Recurrent envenoming was common when rapidly cleared Fab antivenoms were introduced: EchiFab, Micropharm, London, UK for envenoming by Nigerian saw-scaled viper, ProlongaTab, Micropharm for envenoming by Sri Lankan Russell's viper (D. russelli), and CroFab, BTG, London, UK for envenoming by American rattlesnakes. Possible mechanisims: (a) continued absorption of antivenom from the bite site after antivenom has been cleared or has complexed with venom and (b) redistribution of venom after dissociation of the venom-antivenom complexes (Warrell 2010).

Repetition of the initial dose with snakebites if, for example, severe cardiovascular or neurological symptoms persist for longer than 30 min and if blood is incoagulable for more than 6 h (Warrell 1990b)


monitoring of the patient during and after antivenom administration; constant monitoring during the first 10–15 min after the start of antivenom administration (see below, Table 5.6 Antivenom reactions);

in the case of envenoming with impaired haemostasis ensuring that there is no persistent bleeding from the site of venipuncture, possibly compression bandage

The likelihood of the occurrence of early antivenom reactions is greatest during the first 15 min; however, so-called "early" reactions may also first appear after a period of hours; thus it is necessary to monitor the patient for several hours following antivenom administration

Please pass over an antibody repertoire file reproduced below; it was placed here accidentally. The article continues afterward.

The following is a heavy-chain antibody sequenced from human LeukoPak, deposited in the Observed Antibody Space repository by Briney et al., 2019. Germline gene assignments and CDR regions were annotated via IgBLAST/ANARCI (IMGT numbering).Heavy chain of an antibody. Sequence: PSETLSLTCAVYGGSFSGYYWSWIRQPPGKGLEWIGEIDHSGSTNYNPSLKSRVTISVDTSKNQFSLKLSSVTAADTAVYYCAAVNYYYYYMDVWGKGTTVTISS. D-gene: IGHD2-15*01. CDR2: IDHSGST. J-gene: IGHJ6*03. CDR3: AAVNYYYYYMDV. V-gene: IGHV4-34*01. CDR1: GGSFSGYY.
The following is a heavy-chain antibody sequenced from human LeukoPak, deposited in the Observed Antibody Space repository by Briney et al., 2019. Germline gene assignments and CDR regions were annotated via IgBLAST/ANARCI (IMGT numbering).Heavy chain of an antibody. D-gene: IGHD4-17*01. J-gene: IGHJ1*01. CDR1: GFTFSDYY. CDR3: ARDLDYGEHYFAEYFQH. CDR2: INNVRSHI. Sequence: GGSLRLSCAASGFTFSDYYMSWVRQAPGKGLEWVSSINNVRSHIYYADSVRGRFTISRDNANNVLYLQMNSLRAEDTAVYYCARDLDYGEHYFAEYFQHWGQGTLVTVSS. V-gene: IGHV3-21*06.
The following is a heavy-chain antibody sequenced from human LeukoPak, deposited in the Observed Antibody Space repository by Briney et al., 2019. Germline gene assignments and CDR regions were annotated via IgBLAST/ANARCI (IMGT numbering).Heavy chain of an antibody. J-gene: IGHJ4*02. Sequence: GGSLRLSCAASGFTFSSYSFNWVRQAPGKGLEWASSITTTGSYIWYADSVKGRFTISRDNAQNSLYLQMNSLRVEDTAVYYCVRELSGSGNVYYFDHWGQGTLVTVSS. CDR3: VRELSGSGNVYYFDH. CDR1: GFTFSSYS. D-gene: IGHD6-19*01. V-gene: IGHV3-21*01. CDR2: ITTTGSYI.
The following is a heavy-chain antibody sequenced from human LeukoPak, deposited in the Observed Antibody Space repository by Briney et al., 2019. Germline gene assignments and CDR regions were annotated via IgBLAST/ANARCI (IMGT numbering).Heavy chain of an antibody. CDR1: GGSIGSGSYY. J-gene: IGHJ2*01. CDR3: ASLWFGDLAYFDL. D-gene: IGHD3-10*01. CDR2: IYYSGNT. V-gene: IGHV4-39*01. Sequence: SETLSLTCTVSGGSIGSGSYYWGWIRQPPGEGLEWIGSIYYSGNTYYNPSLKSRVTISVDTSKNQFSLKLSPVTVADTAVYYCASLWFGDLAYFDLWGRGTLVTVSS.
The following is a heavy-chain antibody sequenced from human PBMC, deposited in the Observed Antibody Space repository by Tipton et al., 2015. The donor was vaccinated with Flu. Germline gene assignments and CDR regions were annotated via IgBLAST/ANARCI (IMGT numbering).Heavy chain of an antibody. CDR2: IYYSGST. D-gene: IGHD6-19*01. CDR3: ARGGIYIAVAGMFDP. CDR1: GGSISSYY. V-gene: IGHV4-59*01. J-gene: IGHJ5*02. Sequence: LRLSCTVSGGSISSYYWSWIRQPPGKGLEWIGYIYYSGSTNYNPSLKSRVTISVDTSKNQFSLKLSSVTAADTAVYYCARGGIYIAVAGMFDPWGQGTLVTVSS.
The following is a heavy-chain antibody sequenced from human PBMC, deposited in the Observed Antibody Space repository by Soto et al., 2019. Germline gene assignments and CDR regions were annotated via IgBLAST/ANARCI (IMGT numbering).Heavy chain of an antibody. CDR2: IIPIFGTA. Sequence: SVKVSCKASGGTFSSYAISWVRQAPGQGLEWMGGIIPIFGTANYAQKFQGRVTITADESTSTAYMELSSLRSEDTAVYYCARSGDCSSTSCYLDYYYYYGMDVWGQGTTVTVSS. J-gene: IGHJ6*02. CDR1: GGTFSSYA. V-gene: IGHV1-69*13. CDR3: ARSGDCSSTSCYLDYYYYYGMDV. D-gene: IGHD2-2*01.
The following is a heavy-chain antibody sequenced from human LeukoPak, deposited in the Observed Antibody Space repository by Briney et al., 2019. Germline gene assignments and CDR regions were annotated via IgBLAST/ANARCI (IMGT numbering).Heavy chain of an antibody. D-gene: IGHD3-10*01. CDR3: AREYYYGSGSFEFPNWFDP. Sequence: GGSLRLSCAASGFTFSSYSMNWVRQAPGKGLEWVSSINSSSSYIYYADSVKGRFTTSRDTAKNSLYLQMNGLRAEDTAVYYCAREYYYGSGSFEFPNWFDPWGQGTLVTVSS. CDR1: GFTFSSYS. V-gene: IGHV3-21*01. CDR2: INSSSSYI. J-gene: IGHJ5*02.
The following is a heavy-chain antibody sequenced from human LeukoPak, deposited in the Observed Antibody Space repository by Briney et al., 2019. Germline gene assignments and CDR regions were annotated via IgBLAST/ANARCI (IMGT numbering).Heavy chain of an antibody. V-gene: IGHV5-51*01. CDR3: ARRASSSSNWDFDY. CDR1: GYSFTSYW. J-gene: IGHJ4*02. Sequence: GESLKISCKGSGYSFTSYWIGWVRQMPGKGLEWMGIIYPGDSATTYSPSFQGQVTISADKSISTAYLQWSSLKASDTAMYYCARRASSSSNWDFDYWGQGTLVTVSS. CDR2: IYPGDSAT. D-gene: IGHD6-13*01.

Identification and treatment of antivenom reactions see below, Table 5.6 Antivenom reactions

see below, Table 5.6 Antivenom reactions

Efficacy of antivenom see Biomedical database, provided that there have been clinical studies on the relevant antivenom for general information see "Essentials of the management of envenoming and poisoning: 9b".




Table 5.6  Antivenom reactions: types, mechanisms, treatment


Type/Characteristics Mechanism Treatment
Early anaphylactoid/anaphylactic reactions

approx. 10–60 minutes
after starting antivenom treatment (Warrell 1990b)

the mechanisms have not yet been clearly elucidated;

complement activation by immune complexes (aggregates)?

rarely a type I hypersensitivity reaction to horse sera

adrenaline: 0.5–1.0 mg for adults (0.01 mg/kg BW for children), i.e. for adults 0.5–1.0 ml (for children 0.01 ml/kg BW) of adrenaline solution diluted 1:1,000 i.m.; repetition every 10 min, corresponding measurement of blood pressure and pulse until the patient's condition improves; in less severe cases the first dose can be given s.c. upon initial signs of an antivenom reaction;


antihistamines, e.g. chlorpheniramine: adults 10 mg, children 0.2 mg/kg BW, slowly i.v., beginning after adrenaline administration for 24–48 h;

if a patient continues to deteriorate despite this treatment, additional treatment with i.v. fluid replacement, aminophylline i.v., β₂-receptor stimulators, oxygen and assisted ventilation (Warrell 1990b, BNF 1995)